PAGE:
Fungi release nitrogen as ammonium (NH4+) or nitrite (NO3-) and other nutrients as part of their waste, which feeds the nitrifying bacteria.  But the acidic emzimes produced by the fungi lower the pH and as we know nitrifying bacteria prefer a pH over 7.  Without the nitrifying bacteria the ammonium (NH4+) and nitrite (NO3-) will not be converted.  This is not good for most vegetables, but in  general perennial trees and shrubs prefer fungal dominated soil while annuals, grasses and vegetables prefer bacteria based soils. You may have noticed that mycillium is often found in forest soil.

Mycorrhizae fungus are very fragile.  Chemicals, compaction, roto tilling and double digging destroy the fungal hyphae.
Fungal Hyphae
There are two kinds of mycorrhizae.  Ectomycorrhizal which grow close to the surface and endomycorrhizal which penetrate and grow inside the roots as well as extend outward.  This is preferred by most vegetables.  A major function of Mycorrhizae fungus is to transport phosphorus back to the plant.  Copper, calcium, magnesium zinc and iron are also moved back to the plant.  But just as important; the fungus also unlock and change the ion state of these elements so that the nutrients are soluble and available to the plant.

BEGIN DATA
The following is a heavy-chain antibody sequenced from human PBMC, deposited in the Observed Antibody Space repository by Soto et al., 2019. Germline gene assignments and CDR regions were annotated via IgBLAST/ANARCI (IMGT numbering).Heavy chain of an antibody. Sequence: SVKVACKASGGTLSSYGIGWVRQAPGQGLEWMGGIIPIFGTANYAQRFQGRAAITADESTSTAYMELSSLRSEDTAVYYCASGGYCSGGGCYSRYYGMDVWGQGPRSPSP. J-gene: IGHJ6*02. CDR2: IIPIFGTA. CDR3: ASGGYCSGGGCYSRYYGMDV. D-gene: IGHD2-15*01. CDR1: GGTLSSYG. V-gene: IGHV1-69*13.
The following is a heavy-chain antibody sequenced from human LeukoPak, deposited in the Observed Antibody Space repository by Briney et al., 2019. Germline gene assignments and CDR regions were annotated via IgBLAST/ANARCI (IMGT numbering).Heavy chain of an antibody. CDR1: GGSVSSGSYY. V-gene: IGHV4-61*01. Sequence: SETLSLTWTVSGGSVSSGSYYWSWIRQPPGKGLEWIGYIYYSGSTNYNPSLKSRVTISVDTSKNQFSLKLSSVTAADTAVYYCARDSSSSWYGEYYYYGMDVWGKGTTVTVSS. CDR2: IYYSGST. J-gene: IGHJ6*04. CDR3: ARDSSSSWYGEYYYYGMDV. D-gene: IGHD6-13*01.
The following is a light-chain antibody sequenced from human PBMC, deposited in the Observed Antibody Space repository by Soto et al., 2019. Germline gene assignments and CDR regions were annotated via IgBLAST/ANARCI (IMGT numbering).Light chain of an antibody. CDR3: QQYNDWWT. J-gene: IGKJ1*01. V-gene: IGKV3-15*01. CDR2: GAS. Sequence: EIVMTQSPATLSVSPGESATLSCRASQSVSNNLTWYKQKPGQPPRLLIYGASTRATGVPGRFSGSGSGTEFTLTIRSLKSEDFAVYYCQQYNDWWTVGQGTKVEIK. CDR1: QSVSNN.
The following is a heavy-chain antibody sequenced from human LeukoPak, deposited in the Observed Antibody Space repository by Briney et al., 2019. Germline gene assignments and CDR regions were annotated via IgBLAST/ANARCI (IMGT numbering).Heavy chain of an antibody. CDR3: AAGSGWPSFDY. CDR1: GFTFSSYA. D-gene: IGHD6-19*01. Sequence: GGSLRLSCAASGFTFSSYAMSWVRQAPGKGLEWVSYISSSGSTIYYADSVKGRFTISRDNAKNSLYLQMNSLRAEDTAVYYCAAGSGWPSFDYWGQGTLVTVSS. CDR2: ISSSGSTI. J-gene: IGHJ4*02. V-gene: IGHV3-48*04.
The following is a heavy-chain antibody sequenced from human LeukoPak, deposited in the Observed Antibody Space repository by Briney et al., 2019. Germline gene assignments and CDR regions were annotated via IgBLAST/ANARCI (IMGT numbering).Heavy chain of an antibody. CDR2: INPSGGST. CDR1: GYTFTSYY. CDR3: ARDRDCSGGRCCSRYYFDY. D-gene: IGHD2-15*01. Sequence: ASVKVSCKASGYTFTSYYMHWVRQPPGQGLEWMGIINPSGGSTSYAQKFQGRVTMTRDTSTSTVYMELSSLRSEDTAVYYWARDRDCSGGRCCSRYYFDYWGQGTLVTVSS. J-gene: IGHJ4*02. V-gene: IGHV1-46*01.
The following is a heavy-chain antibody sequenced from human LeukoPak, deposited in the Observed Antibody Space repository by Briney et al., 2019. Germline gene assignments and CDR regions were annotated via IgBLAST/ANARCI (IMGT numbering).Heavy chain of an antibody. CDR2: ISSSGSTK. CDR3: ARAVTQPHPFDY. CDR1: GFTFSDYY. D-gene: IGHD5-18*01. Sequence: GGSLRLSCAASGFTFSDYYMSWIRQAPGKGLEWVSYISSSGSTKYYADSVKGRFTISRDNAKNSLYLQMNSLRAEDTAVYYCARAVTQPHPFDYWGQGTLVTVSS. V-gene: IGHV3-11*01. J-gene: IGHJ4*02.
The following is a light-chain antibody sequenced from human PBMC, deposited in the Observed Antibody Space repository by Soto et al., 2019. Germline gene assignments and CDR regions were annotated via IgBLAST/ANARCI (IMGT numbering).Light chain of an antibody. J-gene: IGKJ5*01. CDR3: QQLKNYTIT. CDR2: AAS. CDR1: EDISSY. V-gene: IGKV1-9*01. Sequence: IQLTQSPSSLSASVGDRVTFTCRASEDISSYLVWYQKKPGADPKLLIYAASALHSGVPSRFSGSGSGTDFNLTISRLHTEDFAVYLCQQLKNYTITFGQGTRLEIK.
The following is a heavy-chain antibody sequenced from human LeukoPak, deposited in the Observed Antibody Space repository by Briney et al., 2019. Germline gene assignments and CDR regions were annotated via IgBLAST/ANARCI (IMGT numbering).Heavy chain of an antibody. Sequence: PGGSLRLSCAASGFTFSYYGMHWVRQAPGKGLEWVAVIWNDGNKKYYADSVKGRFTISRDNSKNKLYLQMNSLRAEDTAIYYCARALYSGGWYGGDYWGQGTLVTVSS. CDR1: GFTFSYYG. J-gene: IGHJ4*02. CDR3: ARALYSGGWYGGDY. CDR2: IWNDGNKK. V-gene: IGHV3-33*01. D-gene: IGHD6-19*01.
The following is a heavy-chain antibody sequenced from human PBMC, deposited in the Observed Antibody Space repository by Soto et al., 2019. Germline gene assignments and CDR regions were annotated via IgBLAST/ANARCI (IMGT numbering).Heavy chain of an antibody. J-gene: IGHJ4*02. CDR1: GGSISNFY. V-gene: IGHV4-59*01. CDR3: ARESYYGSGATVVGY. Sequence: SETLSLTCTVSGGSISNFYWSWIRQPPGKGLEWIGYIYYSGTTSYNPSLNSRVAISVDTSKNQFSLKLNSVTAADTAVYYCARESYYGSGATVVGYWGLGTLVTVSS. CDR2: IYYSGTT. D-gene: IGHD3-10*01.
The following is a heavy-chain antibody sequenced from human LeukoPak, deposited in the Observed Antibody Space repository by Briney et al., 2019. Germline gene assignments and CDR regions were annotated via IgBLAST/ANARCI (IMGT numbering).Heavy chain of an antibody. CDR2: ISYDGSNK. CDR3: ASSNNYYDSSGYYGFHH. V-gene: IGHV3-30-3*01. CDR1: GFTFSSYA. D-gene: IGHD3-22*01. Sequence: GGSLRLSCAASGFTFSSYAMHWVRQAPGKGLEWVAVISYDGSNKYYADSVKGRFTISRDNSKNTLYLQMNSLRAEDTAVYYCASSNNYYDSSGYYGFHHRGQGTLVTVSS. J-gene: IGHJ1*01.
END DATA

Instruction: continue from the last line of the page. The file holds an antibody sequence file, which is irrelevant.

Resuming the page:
There are hundreds of endophytic fungal species.  Some are beneficial others are not, but nearly all plants are infected.  Endophytic fungal can occasionally transport nutrients between more than one plant.   Some produce toxins that kill pests, limit seed production, increase the rate of seed germination, cause resistance to disease, or speed the decay process after a plant has died.  Others are pathogenic such as those that cause powdery mildew, rust fungus, or fusarium wilt on tomatoes which can lay dormant in the soil for more than a  decade.  The first indication of fusarium wilt is yellow leaves starting at the bottom.  Gardens are filled with fungus that create vitamins,  antibodies, affect pH,  kill bacteria and nematodes as well as those that destroy a garden.

Fungal-dominated soils (e.g. forests) tend to have more testate amoebae and ciliates than other types. In bacterial-dominated soils, flagellates and naked amoebae predominate. In general, high clay-content soils contain a higher number of smaller protozoa (flagellates and naked amoebae), while coarser textured soils contain more large flagellates, amoebae of both varieties, and ciliates. [1]

Protozoa are much larger than bacteria and nematodes which they feed up on.  Protozoa are an important part of soil because worms eat protozoa and when protozoa die they too provide nutrient and food for the bacteria.  The soil is a web of unending transformation.

Nematodes transport minerals fungi and bacteria.   They are larger than protozoa and are not be able to deliver nutrients to the plant roots if the soil is compacted. Most nematodes in the soil are not plant parasites. Beneficial nematodes help control disease and cycle nutrients.